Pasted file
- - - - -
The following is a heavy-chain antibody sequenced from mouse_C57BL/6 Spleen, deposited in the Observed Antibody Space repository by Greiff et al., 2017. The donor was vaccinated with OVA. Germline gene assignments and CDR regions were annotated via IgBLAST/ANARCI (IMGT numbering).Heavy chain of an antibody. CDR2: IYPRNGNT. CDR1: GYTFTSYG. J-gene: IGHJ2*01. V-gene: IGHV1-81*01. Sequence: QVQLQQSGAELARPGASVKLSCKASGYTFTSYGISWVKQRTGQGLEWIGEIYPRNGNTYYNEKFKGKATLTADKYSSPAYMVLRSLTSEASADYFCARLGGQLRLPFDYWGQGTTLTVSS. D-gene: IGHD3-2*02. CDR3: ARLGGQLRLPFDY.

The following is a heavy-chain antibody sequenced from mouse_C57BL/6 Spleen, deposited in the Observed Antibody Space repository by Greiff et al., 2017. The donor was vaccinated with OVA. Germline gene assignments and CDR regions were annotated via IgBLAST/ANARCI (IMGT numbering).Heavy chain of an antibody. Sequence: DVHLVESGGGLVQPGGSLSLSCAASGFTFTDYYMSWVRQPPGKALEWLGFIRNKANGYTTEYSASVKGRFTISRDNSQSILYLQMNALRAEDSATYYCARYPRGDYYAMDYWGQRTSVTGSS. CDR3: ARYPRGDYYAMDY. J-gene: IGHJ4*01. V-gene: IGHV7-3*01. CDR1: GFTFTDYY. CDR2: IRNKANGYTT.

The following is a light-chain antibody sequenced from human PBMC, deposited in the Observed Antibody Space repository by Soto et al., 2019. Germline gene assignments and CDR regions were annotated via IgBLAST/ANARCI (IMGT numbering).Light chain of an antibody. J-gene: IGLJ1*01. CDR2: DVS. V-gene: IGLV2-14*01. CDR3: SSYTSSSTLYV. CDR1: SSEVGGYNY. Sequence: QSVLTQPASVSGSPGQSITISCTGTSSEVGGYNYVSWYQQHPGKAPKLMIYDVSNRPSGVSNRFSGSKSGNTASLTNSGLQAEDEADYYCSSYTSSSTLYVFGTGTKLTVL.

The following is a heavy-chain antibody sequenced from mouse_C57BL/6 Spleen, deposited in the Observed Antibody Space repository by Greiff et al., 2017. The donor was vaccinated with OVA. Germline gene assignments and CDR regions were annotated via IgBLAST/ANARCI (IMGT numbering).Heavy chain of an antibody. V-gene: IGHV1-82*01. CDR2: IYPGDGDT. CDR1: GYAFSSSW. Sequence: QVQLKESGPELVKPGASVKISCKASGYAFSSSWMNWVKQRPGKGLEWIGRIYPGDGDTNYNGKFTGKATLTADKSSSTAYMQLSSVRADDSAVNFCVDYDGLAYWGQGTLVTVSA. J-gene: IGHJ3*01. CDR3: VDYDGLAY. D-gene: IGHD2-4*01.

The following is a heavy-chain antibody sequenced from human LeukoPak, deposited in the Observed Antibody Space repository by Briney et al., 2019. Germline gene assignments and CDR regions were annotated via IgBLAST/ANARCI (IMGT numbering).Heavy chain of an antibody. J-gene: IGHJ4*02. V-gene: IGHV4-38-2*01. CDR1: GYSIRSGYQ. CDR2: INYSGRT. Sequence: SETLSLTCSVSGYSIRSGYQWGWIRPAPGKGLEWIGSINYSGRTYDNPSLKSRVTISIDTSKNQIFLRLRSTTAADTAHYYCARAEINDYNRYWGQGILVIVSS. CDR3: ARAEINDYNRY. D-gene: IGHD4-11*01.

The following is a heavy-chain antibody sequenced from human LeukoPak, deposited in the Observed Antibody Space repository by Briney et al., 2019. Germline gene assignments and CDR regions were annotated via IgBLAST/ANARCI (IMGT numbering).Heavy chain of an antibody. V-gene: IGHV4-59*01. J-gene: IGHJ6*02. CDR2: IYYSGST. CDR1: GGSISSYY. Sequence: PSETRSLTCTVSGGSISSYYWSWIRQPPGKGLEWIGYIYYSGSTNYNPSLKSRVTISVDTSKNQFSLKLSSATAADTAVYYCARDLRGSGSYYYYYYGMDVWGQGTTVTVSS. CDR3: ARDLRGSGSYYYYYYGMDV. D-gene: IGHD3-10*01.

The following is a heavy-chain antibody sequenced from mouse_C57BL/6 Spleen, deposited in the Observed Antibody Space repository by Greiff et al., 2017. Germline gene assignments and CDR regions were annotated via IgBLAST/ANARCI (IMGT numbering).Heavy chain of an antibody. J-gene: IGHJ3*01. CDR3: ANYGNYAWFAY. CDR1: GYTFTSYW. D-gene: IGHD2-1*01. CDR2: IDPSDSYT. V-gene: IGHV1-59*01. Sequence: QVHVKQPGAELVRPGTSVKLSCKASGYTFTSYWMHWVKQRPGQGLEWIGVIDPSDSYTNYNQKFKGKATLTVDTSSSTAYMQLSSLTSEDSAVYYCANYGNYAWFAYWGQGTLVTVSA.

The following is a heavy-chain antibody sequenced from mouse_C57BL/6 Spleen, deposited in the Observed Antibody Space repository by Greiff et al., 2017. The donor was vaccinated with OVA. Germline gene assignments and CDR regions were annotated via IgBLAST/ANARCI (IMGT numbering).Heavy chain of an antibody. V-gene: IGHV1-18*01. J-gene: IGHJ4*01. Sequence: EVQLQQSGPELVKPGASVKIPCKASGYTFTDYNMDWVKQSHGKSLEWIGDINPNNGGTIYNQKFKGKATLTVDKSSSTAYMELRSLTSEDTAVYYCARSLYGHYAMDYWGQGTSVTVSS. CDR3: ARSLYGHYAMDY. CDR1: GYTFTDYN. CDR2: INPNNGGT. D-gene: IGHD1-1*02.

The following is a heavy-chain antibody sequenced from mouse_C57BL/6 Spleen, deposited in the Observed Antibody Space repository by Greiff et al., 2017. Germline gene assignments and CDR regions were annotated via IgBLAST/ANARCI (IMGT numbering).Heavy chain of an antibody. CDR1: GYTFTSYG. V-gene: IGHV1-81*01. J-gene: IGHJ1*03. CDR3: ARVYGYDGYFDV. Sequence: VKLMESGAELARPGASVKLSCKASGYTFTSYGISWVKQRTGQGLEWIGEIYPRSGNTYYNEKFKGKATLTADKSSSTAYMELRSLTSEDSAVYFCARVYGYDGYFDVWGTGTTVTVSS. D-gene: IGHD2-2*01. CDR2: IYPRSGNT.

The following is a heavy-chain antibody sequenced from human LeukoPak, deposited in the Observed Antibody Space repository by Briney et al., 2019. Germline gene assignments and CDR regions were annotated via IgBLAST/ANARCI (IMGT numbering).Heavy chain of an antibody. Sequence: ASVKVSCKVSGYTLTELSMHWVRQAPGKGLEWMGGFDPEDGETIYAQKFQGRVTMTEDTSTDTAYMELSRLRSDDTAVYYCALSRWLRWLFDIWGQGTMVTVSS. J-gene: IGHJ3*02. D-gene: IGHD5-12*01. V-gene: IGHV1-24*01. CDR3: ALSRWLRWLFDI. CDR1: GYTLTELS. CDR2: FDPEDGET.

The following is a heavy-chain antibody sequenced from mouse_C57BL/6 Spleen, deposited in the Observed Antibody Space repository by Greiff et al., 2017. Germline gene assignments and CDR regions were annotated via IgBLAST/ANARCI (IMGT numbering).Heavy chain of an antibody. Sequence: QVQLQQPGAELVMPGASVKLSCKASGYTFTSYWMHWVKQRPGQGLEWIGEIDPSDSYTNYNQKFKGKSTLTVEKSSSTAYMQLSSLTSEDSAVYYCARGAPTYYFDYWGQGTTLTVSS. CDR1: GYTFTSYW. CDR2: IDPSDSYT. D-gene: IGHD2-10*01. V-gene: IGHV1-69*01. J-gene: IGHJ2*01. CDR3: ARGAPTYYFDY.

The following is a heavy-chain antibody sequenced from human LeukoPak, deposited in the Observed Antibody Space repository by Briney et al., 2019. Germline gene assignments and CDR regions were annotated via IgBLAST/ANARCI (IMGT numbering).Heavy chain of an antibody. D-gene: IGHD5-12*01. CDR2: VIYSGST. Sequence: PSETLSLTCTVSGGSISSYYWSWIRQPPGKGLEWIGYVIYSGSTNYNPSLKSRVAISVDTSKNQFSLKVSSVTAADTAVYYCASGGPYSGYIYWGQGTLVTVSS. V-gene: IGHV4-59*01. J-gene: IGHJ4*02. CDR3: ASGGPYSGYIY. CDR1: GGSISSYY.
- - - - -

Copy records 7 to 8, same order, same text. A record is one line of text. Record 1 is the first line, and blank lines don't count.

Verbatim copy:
The following is a heavy-chain antibody sequenced from mouse_C57BL/6 Spleen, deposited in the Observed Antibody Space repository by Greiff et al., 2017. Germline gene assignments and CDR regions were annotated via IgBLAST/ANARCI (IMGT numbering).Heavy chain of an antibody. J-gene: IGHJ3*01. CDR3: ANYGNYAWFAY. CDR1: GYTFTSYW. D-gene: IGHD2-1*01. CDR2: IDPSDSYT. V-gene: IGHV1-59*01. Sequence: QVHVKQPGAELVRPGTSVKLSCKASGYTFTSYWMHWVKQRPGQGLEWIGVIDPSDSYTNYNQKFKGKATLTVDTSSSTAYMQLSSLTSEDSAVYYCANYGNYAWFAYWGQGTLVTVSA.

The following is a heavy-chain antibody sequenced from mouse_C57BL/6 Spleen, deposited in the Observed Antibody Space repository by Greiff et al., 2017. The donor was vaccinated with OVA. Germline gene assignments and CDR regions were annotated via IgBLAST/ANARCI (IMGT numbering).Heavy chain of an antibody. V-gene: IGHV1-18*01. J-gene: IGHJ4*01. Sequence: EVQLQQSGPELVKPGASVKIPCKASGYTFTDYNMDWVKQSHGKSLEWIGDINPNNGGTIYNQKFKGKATLTVDKSSSTAYMELRSLTSEDTAVYYCARSLYGHYAMDYWGQGTSVTVSS. CDR3: ARSLYGHYAMDY. CDR1: GYTFTDYN. CDR2: INPNNGGT. D-gene: IGHD1-1*02.